In recent times, a perception has been growing about how our intelligence gathering and policing machinery can do a better job of pre-empting and preventing internal disturbances. Ever since 2019, post the abrogation of Article 370, we have been witnessing a series of street-level disruptions, sometimes localized, while at other times spreading across the country like wildfire. These disruptions should have been preempted, but were not, perhaps for the lack of actionable intelligence. The trend started in 2019, with the protests against the Citizenship Amendment Act, that singed many parts of the country; simultaneously the Shaheen Bagh protests took place, eventually leading to the Delhi riots during US President Donald Trump’s visit. After that there was the big farmers’ protest that lasted for over a year and caused the most embarrassing security lapse on 26 January 2021, when mobs took control of Delhi’s streets and ran amok, desecrating even one of the most important symbols of India’s nationhood, the Red Fort, from where the Tricolour is unfurled on Independence Day. And this has continued in 2022. A train was set on fire in January this year in Gaya by railway examination aspirants; later, the Agnipath protests led to the damaging of public property including trains and saw attacks on common people; and then there was the violence unleashed by protesters against the comments made by a BJP spokesperson. In this context, let us also not forget the Udaipur beheading and the resultant communal tension.
Even those outside the security apparatus can easily detect a pattern in all that has been happening in the last three years. In all these cases, the violence appears coordinated and timed to spread at lightning speed across the country, leading to conflagrations in different clusters. The ire is primarily directed at public property and the public if they have the misfortune of getting caught in the turmoil. The aim seems to be to cause maximum damage in minimum time and spread a message of fear and anarchy. The broader aim seems to be to convey a sense of drift and instability to both citizens and to the wider world. In this anarchical exercise, the use of short messaging platforms like WhatsApp and Telegram to disseminate misinformation and disinformation—sometimes to trigger the unrest, or else to aggravate the situation—is key. Meanwhile, as if on cue, social media handles get active, with users from both inside the country and abroad amplifying such incidents in a manner that these are soon global news. And from there begins the business of narrative spinning, inevitably to show India as a cauldron of hatred. Much of the stoking of the internal fire is done by external actors.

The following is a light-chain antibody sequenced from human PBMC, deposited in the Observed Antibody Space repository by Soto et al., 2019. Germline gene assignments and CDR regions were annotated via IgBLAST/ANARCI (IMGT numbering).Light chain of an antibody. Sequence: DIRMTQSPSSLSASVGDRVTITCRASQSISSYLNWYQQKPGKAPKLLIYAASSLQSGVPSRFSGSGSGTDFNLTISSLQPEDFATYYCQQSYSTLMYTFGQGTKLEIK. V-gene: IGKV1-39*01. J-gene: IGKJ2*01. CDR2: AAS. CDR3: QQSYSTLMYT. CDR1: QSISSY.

By now the pattern is set and there is reason to link it to the revocation of Article 370, for the intensity of the exercise to defame India gathered steam only after the 2019 move. As has been noticed by some western commentators too, western media’s negative coverage of the current dispensation and India has increased exponentially only after August 2019. So obviously there is an external hand at work in many of these incidents.
But what should be a matter of concern for all of us is the intelligence failure at certain levels because of which this coordinated activity can take place. Take, for example, the Delhi riots. How did the police miss the kerosene bombs and rocks that had been gathered on terraces ahead of the riots at a time when the high-profile visit of the US President was taking place? What happened to intelligence gathering from the ground? Is this a case of sources drying up, what is known as “humint”, or human intelligence? If yes, why? And this is not about the Delhi police. Failure in policing happens in other places too, in fact in a much worse form. For example, in certain areas of Bengal the police’s writ doesn’t run, even as the political leadership turns a blind eye, as a result of which violence, once it starts, continues for days.
It is difficult to take heavy-handed action against the perpetrators of such incidents. It is also not desirable. But staying within the bounds of the law the message needs to go out that a soft state is not necessarily a weak state. Also, the intelligence gathering system needs to be better tuned to the realities of the time, so that the process of pre-emption and prevention works.